Toronto Outdoor Art Exhibition, 2017

July 14 – 16, 2017
Nathan Pillips Square

Visiting the Outdoor Art Exhibition in Toronto, on Nathan Pillips Square in July, is part of my summers for the last 28 years, since I live in the city. It is almost always too hot and sometimes hard to walk because of the crowd – and this year was no exception. It’s occurred to me at first sight this Saturday that the exhibition was smaller than a few years ago. On the other hand there are new things such as the present of artists run galleries and dance performances.

The exhibition is more balanced according to mediums this year as there are more 3D and art & craft work on display, breaking the dominance of painting. James Wardhaugh’s glass sculptures rethinking the motives of animal horns. As he said, his inspiration is coming from nature but he doesn’t want to be trapped by reality, so he is moving a step further into abstraction.

Artist James Wardhaugh

Kerry L. Ross, a Canadian artist who was born in Zimbabwe, focuses on the human body. Her portraits are analyzing the human existence within its psychological and social dimensions and in turn open windows into the private self. This is her third time in the outdoor exhibition, she really enjoys being part of it, talking to visitors and also sold a few pieces. Daniela Rojze moved to Canada 14 years ago from Argentina. As a child she loved to draw and was surprised that drawing is not that popular here. She started creating her sensitive, well detailed, sometimes grotesque work two years ago. This is her first time in the show, loves it and sold many pieces.

Artist Kerry L. Ross in her booth

Artist Daniela Rojze with her works

You have one look at Allen Egan’s work and you are hooked. He willingly talks about his technique that uses photography as a base and Photoshop in composing his pieces before he touches them up with paint. However when it comes to their themes he is hesitant to say anything. His compositions have a strong emotional expression, filled with mystery and a suggestion of a storybook narrative – all left to the viewer to figure it out. Not a surprise that these works are very popular.

Artist Allen Egan and his paintings

Most of the artists are returning exhibitors. Christopher Reid Flock, who calls himself “Burnt Dirt Manipulator” on his card, is a veteran here, this is his 7th year. He is surrounded by visitors who are asking questions about his unique method that he explains enthusiastically. This is the 3rd year for Nicole Moss and she won awards with her collages both in 2015 and 2016.

Artist Christopher Reid Flock

Artist Nicole Moss

White balloons turn our attention to award winner artists like Julia Hepburn (Honorable Mention 3D works) whose small sculptures, placed in glass cabinets, seem very vulnerable. Moira Ness, the winner of Emerging Artist by Emerging Curator Award, is a first time exhibitor: she applied, she got in, she won an award. Ness makes photographs in the GTA area and then, with Photoshop, she takes away the background and the light search, making them look isolated.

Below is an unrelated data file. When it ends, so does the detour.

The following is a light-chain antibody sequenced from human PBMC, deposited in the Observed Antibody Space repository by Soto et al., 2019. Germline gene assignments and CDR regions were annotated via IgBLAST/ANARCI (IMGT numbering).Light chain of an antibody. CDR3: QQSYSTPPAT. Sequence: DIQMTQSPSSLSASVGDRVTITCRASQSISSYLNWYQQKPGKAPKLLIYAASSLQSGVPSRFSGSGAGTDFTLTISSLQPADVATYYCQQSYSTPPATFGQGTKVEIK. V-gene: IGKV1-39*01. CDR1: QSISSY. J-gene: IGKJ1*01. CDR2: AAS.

Sculpture by Julia Hepburn

Artist Moira Ness

The presence of many young, emerging artists makes the exhibition more exiting. Helen Liene Dreifeld is currently pursuing the Artist-in-Residence program at Harbourfront Centre’s Craft & Design Studios. As a textile artist she is interested in the relations of time and space and the future of textile art. Her piece is sculpture-like but see-through, seemed to be staged in a theater setting, and further modified by spray paint. The Student Zone is back this year, now in the front, west side of the exhibition with educational institutions and young artists.

Artist Helen Liene Dreifeld

Sheridan College, Bachelor of Craft and Design

Artist Heejung Shin in front of her large canvas that depicts human bodies in motion

In the middle of the exhibition there are sculptures belonging to the Brain Project. Artists from around the world transform blank brain sculptures into beautiful, energetic and thought-provoking pieces of art.

Sculptures form the Brain Project with Gina Goldfrey’s sculpture, Luminescent

There is a lot to see in the exhibition, all the artists are very friendly and willing to talk about their work. It is an excellent opportunity to buy an original piece from the artist and many of the visitors were living with an artwork.

Visitor with Michele Crockett diptych, Then and There, image transfer on birch panels

Layne Verbeek Glass

Lucie Kovarova’s booth

Text and photo: Emese Krunák-Hajagos

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